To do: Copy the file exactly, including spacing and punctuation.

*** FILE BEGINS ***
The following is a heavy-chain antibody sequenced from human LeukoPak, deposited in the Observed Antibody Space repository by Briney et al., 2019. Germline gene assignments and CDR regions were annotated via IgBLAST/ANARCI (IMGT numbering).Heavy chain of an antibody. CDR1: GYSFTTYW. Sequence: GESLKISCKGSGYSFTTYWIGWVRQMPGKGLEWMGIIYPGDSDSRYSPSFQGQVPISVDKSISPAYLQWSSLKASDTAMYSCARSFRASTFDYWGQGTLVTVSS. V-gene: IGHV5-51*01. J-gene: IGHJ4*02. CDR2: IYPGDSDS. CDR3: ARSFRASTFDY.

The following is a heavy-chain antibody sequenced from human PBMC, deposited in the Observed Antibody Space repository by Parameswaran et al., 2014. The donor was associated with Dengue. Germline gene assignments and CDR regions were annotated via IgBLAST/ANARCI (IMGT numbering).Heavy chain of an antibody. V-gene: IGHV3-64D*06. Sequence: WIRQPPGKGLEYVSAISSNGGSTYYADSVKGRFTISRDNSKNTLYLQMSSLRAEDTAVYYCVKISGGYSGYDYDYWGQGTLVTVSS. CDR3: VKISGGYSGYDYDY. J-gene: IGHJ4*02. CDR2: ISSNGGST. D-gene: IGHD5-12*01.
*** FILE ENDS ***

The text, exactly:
The following is a heavy-chain antibody sequenced from human LeukoPak, deposited in the Observed Antibody Space repository by Briney et al., 2019. Germline gene assignments and CDR regions were annotated via IgBLAST/ANARCI (IMGT numbering).Heavy chain of an antibody. CDR1: GYSFTTYW. Sequence: GESLKISCKGSGYSFTTYWIGWVRQMPGKGLEWMGIIYPGDSDSRYSPSFQGQVPISVDKSISPAYLQWSSLKASDTAMYSCARSFRASTFDYWGQGTLVTVSS. V-gene: IGHV5-51*01. J-gene: IGHJ4*02. CDR2: IYPGDSDS. CDR3: ARSFRASTFDY.

The following is a heavy-chain antibody sequenced from human PBMC, deposited in the Observed Antibody Space repository by Parameswaran et al., 2014. The donor was associated with Dengue. Germline gene assignments and CDR regions were annotated via IgBLAST/ANARCI (IMGT numbering).Heavy chain of an antibody. V-gene: IGHV3-64D*06. Sequence: WIRQPPGKGLEYVSAISSNGGSTYYADSVKGRFTISRDNSKNTLYLQMSSLRAEDTAVYYCVKISGGYSGYDYDYWGQGTLVTVSS. CDR3: VKISGGYSGYDYDY. J-gene: IGHJ4*02. CDR2: ISSNGGST. D-gene: IGHD5-12*01.